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Analysis / Business

Happy Staff! I Run A Business, Not A Bloody Holiday Camp

I was horrified when talking recently to CEO (name withheld) about the economy when he said “The best thing about the recession is I can treat by staff like sH!t as they have nowhere else to go”. Not only is it short sighted and it fails the ‘would I want to be treated like that’ test, but it is morally wrong.

Do the math. We all spend a significant percentage of our lives at work. And based on this poster by Charles Schwab and the state of the Government’s finances, we are all going to be working even longer. So as leaders it is our role to make sure that the lives of our staff is valuable and rewarding, if not fun.

People have incredible levels of drive, ability and enthusiasm as the staggering video in the blog People are Awesome shows. We need to harness that.

Thought: why is happy hour, just an hour and happens after work?

There has been a lot of research recently that is showing that (wait for it…) happy employees are more productive. I guess we knew that instinctively, but now studies are putting some data behind the feeling.

As long ago as 2007 people like Alexander Kjerulf, who bills himself as Chief Happiness Officer have been writing and talking about the effects of a happy workplace on productivity. He has written a book called Happy Hour is 9 to 5 which has been published by Lulu or you can read it for free online.

University of Warwick’s Economic Research Institute discovered that happier workers were 12% more productive, unhappier workers were 10% less productive.”

The team, led by Andrew Oswald, a professor of economics at Warwick Business School and a leading authority on the relationship between economics and mental health, said its research has important implications for the worlds of politics and business.

“We find that human happiness has large and positive causal effects on productivity,” the team said. “Positive emotions appear to invigorate human beings, while negative emotions have the opposite effect.”

A Forbes.com article It Pays To Be Happy At Work by Vicki Salemi summed it up well – Happiness at work doesn’t just boost morale, it leads to better reviews, faster promotion, fatter salaries and higher productivity. Vicki has written an number of articles highlighting the link between happiness and performance. The Forbes article highlighted a British company iOpener headed up by Jessica Pryce-Jones, author of Happiness at Work.

Which leads me to a recent blog Making Work Easier, Faster and More Valuable by Mike Gammage.

Interestingly he is most proud about the ‘more valuable’. ’Easier and faster’ is where the focus has traditionally been. It’s time-and-motion and automation, and links direct to the bottom line. It will always be important. But he says that ‘more valuable’ is where it gets interesting. Intuitively that being involved is energizing, but he doesn’t have any hard evidence. Maybe because he is having too much fun and not looking hard enough!!! There is a strong body of evidence that is growing that staff who happier are more productive.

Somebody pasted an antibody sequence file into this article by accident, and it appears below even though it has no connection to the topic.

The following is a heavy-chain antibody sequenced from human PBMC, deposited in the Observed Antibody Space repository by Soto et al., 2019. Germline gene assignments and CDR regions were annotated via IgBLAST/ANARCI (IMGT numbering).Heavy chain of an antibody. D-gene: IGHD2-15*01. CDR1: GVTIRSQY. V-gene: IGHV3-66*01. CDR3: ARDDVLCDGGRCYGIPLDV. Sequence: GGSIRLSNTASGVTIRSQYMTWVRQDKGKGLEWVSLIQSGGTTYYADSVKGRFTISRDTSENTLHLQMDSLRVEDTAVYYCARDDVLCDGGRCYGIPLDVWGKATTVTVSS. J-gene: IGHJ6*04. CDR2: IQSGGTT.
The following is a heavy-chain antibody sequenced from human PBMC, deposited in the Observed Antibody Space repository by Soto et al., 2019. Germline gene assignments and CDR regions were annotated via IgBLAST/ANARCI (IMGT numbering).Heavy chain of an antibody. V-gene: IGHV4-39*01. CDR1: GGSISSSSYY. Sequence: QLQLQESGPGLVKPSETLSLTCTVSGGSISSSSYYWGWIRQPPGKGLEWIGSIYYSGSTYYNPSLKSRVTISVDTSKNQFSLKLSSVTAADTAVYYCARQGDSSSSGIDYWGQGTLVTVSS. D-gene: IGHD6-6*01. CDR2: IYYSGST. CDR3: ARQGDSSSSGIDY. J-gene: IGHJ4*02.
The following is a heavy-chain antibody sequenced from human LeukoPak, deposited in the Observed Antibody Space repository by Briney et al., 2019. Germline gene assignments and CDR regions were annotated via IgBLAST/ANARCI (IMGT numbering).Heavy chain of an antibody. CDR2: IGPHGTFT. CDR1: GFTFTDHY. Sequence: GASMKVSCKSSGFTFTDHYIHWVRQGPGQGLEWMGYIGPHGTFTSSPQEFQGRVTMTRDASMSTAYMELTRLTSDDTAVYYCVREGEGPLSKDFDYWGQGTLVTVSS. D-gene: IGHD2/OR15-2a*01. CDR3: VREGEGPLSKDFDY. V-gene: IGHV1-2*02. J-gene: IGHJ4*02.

But what does happier mean? Feeling valuable, achieving, being rewarded is the positive side – which should be reinforced. The negative side we should be eliminating feeling embarrassed, confused, unworthy, wasted, uninvolved.

A surprising number of these can be influenced by letting people know what they should be doing, how they should be doing it and how well they are doing. Process & Metrics. Who would have thought processes were a route to happiness?

Listen to the final quote on this short Carphone Warehouse video. Enough said.

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Ian Gotts is CEO and Chairman of Nimbus Partners, an established and rapidly growing global software company, headquartered in the UK. He is a very experienced senior executive and serial entrepreneur, with a career spanning 25 years. Ian has co-authored a number of books including “Common Approach, Uncommon Results”, published in English and Chinese and in its second edition, "Why Killer Products Don't Sell" and books covering Cloud computing from the perspective of both the prospective buyer, and the software vendor. Having begun his career in 1983 as an engineer for British Rail, Ian then spent 12 years at Accenture (nee Andersen Consulting) specialising in the project management of major business critical IT projects. During this time, he spent two years as an IT Director, seconded to the Department for Social Security (DSS), with a department of over 500 and a budget responsibility of 40 million pounds.